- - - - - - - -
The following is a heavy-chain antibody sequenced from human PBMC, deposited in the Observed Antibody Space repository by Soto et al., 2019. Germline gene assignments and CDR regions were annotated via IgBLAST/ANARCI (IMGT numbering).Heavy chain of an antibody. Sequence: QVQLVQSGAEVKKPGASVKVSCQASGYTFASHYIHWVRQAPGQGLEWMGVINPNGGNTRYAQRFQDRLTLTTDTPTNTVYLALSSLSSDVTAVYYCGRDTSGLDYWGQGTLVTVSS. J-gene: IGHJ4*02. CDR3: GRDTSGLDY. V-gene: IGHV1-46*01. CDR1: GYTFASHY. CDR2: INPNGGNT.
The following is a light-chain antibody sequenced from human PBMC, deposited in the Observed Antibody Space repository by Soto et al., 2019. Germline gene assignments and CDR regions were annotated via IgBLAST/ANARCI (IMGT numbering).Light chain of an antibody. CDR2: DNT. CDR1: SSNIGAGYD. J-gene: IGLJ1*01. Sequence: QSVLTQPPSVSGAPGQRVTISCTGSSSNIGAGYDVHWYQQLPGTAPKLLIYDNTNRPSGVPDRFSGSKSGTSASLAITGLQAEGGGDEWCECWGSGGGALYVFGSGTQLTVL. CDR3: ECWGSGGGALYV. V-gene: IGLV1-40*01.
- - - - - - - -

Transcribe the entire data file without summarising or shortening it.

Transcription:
The following is a heavy-chain antibody sequenced from human PBMC, deposited in the Observed Antibody Space repository by Soto et al., 2019. Germline gene assignments and CDR regions were annotated via IgBLAST/ANARCI (IMGT numbering).Heavy chain of an antibody. Sequence: QVQLVQSGAEVKKPGASVKVSCQASGYTFASHYIHWVRQAPGQGLEWMGVINPNGGNTRYAQRFQDRLTLTTDTPTNTVYLALSSLSSDVTAVYYCGRDTSGLDYWGQGTLVTVSS. J-gene: IGHJ4*02. CDR3: GRDTSGLDY. V-gene: IGHV1-46*01. CDR1: GYTFASHY. CDR2: INPNGGNT.
The following is a light-chain antibody sequenced from human PBMC, deposited in the Observed Antibody Space repository by Soto et al., 2019. Germline gene assignments and CDR regions were annotated via IgBLAST/ANARCI (IMGT numbering).Light chain of an antibody. CDR2: DNT. CDR1: SSNIGAGYD. J-gene: IGLJ1*01. Sequence: QSVLTQPPSVSGAPGQRVTISCTGSSSNIGAGYDVHWYQQLPGTAPKLLIYDNTNRPSGVPDRFSGSKSGTSASLAITGLQAEGGGDEWCECWGSGGGALYVFGSGTQLTVL. CDR3: ECWGSGGGALYV. V-gene: IGLV1-40*01.